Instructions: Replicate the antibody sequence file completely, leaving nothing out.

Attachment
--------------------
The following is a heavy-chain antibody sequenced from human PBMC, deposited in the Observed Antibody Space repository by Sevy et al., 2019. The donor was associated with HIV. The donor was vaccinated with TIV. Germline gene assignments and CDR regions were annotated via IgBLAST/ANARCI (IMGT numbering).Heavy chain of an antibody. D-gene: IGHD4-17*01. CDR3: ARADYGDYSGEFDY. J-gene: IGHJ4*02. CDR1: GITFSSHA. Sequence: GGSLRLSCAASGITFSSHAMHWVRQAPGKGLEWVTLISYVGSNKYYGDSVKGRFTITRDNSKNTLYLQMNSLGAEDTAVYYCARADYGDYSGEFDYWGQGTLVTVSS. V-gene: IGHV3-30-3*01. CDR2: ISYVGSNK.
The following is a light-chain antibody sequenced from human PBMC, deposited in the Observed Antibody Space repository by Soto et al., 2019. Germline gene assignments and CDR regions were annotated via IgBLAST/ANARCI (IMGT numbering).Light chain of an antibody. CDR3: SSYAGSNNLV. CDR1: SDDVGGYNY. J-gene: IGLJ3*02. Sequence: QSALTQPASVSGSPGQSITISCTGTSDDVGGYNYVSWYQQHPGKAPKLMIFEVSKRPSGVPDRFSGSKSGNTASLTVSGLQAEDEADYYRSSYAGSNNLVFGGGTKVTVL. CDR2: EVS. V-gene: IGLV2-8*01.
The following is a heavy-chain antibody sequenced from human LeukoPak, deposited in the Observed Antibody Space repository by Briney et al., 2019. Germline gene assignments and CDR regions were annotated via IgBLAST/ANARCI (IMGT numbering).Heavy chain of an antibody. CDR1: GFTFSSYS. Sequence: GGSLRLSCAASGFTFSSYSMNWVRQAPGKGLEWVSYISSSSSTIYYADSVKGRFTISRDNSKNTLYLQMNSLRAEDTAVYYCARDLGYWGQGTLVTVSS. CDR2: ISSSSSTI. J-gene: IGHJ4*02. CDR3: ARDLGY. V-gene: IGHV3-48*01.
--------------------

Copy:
The following is a heavy-chain antibody sequenced from human PBMC, deposited in the Observed Antibody Space repository by Sevy et al., 2019. The donor was associated with HIV. The donor was vaccinated with TIV. Germline gene assignments and CDR regions were annotated via IgBLAST/ANARCI (IMGT numbering).Heavy chain of an antibody. D-gene: IGHD4-17*01. CDR3: ARADYGDYSGEFDY. J-gene: IGHJ4*02. CDR1: GITFSSHA. Sequence: GGSLRLSCAASGITFSSHAMHWVRQAPGKGLEWVTLISYVGSNKYYGDSVKGRFTITRDNSKNTLYLQMNSLGAEDTAVYYCARADYGDYSGEFDYWGQGTLVTVSS. V-gene: IGHV3-30-3*01. CDR2: ISYVGSNK.
The following is a light-chain antibody sequenced from human PBMC, deposited in the Observed Antibody Space repository by Soto et al., 2019. Germline gene assignments and CDR regions were annotated via IgBLAST/ANARCI (IMGT numbering).Light chain of an antibody. CDR3: SSYAGSNNLV. CDR1: SDDVGGYNY. J-gene: IGLJ3*02. Sequence: QSALTQPASVSGSPGQSITISCTGTSDDVGGYNYVSWYQQHPGKAPKLMIFEVSKRPSGVPDRFSGSKSGNTASLTVSGLQAEDEADYYRSSYAGSNNLVFGGGTKVTVL. CDR2: EVS. V-gene: IGLV2-8*01.
The following is a heavy-chain antibody sequenced from human LeukoPak, deposited in the Observed Antibody Space repository by Briney et al., 2019. Germline gene assignments and CDR regions were annotated via IgBLAST/ANARCI (IMGT numbering).Heavy chain of an antibody. CDR1: GFTFSSYS. Sequence: GGSLRLSCAASGFTFSSYSMNWVRQAPGKGLEWVSYISSSSSTIYYADSVKGRFTISRDNSKNTLYLQMNSLRAEDTAVYYCARDLGYWGQGTLVTVSS. CDR2: ISSSSSTI. J-gene: IGHJ4*02. CDR3: ARDLGY. V-gene: IGHV3-48*01.